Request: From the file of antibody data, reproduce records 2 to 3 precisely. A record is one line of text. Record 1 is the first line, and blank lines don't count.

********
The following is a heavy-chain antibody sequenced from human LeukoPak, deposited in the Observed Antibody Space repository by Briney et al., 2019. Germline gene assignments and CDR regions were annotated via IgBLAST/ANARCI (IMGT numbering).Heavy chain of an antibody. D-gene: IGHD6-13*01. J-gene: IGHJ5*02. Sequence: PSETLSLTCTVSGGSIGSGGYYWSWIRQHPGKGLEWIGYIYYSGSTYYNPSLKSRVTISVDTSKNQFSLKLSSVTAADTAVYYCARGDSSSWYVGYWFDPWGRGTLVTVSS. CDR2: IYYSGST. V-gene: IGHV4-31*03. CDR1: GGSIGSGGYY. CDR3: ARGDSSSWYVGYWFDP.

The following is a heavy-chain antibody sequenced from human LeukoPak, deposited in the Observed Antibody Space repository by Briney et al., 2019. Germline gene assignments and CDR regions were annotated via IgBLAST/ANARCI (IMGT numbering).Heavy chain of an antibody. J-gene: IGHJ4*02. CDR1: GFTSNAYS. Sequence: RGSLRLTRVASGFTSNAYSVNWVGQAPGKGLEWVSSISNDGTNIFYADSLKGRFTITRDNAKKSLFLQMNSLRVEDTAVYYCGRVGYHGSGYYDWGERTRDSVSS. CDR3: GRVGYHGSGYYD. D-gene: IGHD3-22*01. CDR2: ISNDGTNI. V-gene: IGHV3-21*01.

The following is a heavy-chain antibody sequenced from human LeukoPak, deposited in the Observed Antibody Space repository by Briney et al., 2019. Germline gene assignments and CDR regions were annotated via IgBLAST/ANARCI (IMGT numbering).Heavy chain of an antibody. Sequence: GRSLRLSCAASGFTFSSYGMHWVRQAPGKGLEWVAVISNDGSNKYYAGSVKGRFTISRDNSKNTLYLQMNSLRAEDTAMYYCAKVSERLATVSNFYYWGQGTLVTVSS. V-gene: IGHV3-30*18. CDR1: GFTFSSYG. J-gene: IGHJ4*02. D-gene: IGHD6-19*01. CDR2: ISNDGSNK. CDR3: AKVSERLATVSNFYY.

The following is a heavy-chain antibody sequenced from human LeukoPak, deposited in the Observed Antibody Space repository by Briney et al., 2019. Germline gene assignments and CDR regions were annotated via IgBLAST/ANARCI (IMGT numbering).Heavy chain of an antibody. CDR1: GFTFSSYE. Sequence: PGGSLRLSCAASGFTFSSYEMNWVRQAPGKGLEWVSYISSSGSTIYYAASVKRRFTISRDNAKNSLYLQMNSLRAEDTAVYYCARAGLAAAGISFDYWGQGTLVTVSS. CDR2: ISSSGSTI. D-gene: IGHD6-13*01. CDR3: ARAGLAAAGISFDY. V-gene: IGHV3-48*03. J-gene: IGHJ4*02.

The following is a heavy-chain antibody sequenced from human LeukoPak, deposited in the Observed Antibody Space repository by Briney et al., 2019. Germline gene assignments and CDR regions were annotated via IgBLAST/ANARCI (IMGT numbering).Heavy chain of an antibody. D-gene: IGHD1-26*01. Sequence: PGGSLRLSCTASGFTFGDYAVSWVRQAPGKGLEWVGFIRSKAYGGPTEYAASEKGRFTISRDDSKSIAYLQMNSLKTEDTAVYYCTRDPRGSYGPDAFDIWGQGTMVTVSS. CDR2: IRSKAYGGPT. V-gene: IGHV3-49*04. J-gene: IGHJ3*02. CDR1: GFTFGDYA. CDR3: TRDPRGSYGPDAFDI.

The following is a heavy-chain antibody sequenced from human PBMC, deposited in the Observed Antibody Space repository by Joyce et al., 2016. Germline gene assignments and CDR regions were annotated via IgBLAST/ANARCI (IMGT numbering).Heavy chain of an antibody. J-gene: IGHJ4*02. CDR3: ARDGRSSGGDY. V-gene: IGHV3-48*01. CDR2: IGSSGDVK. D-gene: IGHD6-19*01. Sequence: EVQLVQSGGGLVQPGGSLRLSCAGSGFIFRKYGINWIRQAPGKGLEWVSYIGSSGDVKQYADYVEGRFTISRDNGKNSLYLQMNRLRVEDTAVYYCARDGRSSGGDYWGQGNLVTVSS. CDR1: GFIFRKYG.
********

The following is a heavy-chain antibody sequenced from human LeukoPak, deposited in the Observed Antibody Space repository by Briney et al., 2019. Germline gene assignments and CDR regions were annotated via IgBLAST/ANARCI (IMGT numbering).Heavy chain of an antibody. J-gene: IGHJ4*02. CDR1: GFTSNAYS. Sequence: RGSLRLTRVASGFTSNAYSVNWVGQAPGKGLEWVSSISNDGTNIFYADSLKGRFTITRDNAKKSLFLQMNSLRVEDTAVYYCGRVGYHGSGYYDWGERTRDSVSS. CDR3: GRVGYHGSGYYD. D-gene: IGHD3-22*01. CDR2: ISNDGTNI. V-gene: IGHV3-21*01.

The following is a heavy-chain antibody sequenced from human LeukoPak, deposited in the Observed Antibody Space repository by Briney et al., 2019. Germline gene assignments and CDR regions were annotated via IgBLAST/ANARCI (IMGT numbering).Heavy chain of an antibody. Sequence: GRSLRLSCAASGFTFSSYGMHWVRQAPGKGLEWVAVISNDGSNKYYAGSVKGRFTISRDNSKNTLYLQMNSLRAEDTAMYYCAKVSERLATVSNFYYWGQGTLVTVSS. V-gene: IGHV3-30*18. CDR1: GFTFSSYG. J-gene: IGHJ4*02. D-gene: IGHD6-19*01. CDR2: ISNDGSNK. CDR3: AKVSERLATVSNFYY.